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Light from Dark


Even the darkness is not dark to you;
the night is as bright as the day,
for darkness and light to you are both alike (Psalm 139:12)

Darkness is the ignorance of God. Light is awareness. These are both alike to God because they are how God created. But before there was Creation, Kabbalists teach that all souls were in union with God, albeit unconscious. For souls to choose and know their origin, God had to make room for Creation. God had to withdraw Godself. This withdrawal within Godself is how Kabbalists explain the origin of ignorance: God veiling Godself, creating an apparent separation. From this darkness, Elohim said, Let there be light, and Elohim called it good. By why after separating the expanse on the second day didn’t Elohim say it was good? What happened? Kabbalists teach that the separation of the expanse amplified the darkness. Creation would have reverted back to chaos and void had not Elohim caused ground to appear on the third day—the stability and integration of light and darkness. 

The Test of Power

Our own experience reflects this mystery anytime we begin something new. The transition might often privately trigger painful expectations aroused from the past. Only by the vantage of faith in a bigger picture can we find strength to breakthrough and integrate the past into the present. Something of this same tension is reflected in this moment of our human evolution. While our species has accessed so much material power, we’re clearly struggling with how to consciously manage it. Our world seems to be escalating out of our control. If structures we’ve created seem to have become larger than us, it’s because we alone didn't create them. We’re not alone. Kabbalah’s ancient, metaphysical model of divine, admixed, and demonic entities personify forces and powers that conflict with each other through the good and evil inclinations of our heart. We are the stage of a cosmic conflict of light and darkness.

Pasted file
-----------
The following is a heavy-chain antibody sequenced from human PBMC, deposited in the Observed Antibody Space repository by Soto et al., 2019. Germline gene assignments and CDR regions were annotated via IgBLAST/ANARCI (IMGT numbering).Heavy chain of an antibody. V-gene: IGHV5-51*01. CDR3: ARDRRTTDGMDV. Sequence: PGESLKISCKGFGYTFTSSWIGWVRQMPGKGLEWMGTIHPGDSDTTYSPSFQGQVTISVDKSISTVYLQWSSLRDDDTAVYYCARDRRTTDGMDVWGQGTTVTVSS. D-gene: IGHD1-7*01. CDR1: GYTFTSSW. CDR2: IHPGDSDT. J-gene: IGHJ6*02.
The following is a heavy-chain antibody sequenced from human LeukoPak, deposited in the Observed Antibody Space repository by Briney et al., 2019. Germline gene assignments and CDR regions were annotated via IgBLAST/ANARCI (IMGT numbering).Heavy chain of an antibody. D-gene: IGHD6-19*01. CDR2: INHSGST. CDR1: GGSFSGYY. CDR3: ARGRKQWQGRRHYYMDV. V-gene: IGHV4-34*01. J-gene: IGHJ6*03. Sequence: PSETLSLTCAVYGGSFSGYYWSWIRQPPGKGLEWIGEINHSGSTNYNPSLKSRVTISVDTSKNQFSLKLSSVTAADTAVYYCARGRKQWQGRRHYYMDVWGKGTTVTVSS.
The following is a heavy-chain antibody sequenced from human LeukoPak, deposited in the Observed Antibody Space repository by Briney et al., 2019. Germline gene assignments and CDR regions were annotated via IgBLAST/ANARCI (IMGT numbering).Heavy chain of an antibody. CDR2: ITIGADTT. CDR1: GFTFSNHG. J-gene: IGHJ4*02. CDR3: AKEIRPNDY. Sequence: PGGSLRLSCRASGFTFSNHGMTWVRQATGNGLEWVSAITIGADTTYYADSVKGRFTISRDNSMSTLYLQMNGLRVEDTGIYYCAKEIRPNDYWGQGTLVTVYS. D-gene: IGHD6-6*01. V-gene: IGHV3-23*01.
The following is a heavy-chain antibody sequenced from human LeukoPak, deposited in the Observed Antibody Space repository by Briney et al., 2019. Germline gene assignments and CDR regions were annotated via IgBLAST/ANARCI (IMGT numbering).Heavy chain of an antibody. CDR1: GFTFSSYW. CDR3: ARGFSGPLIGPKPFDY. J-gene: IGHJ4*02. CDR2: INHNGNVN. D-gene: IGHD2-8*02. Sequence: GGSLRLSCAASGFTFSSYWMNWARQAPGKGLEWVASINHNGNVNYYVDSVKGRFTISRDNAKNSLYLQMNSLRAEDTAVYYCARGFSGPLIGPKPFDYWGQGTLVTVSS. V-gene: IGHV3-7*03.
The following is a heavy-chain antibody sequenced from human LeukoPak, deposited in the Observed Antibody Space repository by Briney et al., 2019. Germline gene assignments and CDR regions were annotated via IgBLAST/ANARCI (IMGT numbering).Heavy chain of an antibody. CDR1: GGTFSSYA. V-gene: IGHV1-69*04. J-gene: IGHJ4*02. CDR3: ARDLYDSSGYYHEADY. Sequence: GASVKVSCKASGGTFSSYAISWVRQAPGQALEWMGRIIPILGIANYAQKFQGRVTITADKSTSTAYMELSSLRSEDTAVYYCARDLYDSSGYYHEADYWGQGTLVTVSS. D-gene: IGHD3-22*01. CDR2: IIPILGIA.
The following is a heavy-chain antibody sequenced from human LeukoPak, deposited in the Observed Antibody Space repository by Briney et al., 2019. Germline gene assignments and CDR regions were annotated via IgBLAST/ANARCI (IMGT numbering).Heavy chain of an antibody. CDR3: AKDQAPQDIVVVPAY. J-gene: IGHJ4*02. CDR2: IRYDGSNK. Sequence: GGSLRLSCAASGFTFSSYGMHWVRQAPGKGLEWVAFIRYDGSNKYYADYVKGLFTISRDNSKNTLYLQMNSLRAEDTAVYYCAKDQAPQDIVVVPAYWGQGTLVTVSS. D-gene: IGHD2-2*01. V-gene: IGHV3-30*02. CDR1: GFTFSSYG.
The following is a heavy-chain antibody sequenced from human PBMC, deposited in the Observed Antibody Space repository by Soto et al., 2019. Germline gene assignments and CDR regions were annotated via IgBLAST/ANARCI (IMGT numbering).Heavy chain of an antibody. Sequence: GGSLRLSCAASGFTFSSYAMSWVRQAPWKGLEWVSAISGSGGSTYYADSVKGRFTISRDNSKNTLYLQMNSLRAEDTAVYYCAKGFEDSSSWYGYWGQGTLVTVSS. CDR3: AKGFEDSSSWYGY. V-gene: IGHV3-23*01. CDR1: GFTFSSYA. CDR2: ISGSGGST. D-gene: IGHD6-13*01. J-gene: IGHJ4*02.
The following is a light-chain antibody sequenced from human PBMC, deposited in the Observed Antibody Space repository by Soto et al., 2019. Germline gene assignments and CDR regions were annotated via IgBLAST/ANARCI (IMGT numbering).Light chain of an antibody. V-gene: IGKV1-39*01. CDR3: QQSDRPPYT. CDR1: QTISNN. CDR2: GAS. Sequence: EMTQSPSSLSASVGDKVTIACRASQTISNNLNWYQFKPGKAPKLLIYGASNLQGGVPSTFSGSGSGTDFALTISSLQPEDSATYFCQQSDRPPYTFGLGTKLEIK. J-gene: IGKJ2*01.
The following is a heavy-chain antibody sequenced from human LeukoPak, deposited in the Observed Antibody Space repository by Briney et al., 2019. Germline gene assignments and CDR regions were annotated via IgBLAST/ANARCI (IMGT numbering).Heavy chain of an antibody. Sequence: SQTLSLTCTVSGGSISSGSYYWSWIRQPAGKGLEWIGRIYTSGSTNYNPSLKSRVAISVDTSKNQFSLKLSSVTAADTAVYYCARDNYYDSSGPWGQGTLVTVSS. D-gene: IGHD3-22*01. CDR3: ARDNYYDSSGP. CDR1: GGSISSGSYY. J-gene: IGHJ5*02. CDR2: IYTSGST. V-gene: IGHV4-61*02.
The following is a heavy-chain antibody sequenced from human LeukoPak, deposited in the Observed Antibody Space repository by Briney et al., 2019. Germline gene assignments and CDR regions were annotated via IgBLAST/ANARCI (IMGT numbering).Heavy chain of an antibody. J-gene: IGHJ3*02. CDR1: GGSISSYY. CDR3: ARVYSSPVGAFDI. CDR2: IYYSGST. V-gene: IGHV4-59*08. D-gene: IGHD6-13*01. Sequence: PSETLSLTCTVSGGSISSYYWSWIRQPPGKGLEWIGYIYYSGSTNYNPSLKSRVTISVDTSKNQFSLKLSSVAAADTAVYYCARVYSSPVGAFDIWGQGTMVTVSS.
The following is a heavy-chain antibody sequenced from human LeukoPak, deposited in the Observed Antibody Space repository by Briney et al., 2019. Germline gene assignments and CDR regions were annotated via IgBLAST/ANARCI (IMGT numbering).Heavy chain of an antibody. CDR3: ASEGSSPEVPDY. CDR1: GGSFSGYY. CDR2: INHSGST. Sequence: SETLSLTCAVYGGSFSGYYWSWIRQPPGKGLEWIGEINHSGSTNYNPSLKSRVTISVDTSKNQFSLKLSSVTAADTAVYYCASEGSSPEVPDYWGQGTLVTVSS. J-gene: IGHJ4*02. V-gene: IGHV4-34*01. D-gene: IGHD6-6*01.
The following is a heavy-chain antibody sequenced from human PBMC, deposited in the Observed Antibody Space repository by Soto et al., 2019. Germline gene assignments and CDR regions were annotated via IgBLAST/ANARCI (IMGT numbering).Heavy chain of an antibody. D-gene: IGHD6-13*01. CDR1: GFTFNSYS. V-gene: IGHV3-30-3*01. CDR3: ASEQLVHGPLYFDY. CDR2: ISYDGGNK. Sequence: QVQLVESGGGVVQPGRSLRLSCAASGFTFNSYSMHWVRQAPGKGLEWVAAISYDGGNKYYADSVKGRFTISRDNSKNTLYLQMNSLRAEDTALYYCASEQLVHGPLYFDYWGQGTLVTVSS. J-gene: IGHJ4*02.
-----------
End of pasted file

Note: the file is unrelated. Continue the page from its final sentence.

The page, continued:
Striving with God

For good to assimilate evil, we must strive with God. Hear the subtlety: To strive against our separation from God is to strive alongside God. This is Jacob’s story and it is ours as well. For years, he was on the run from his evil twin brother Esau, who wanted to kill Jacob for swiping the blessing of the firstborn from their father Isaac. Jacob feared his brother's vengeance, most especially the night before their reunion. It is in this context that he wrestled all night with the physical shadow of his brother Esau. Even after the injury of his hip, Jacob held the shadow of Esau to the ground, draining its strength at daybreak. The shadow demanded to be free. Jacob refused: “Not until you bless me.” The shadow of Esau blessed Jacob with a new name: Israel: One who strives with God and prevails. Through his striving with God, Jacob revealed an angel concealed in the shadow of Esau. Only against this resistance could Jacob encounter his destiny as Israel: the name of all of God's people—Jewish and gentile—who strive with God and overcome the ignorance in their heart, to walk aware with, in, and from God.

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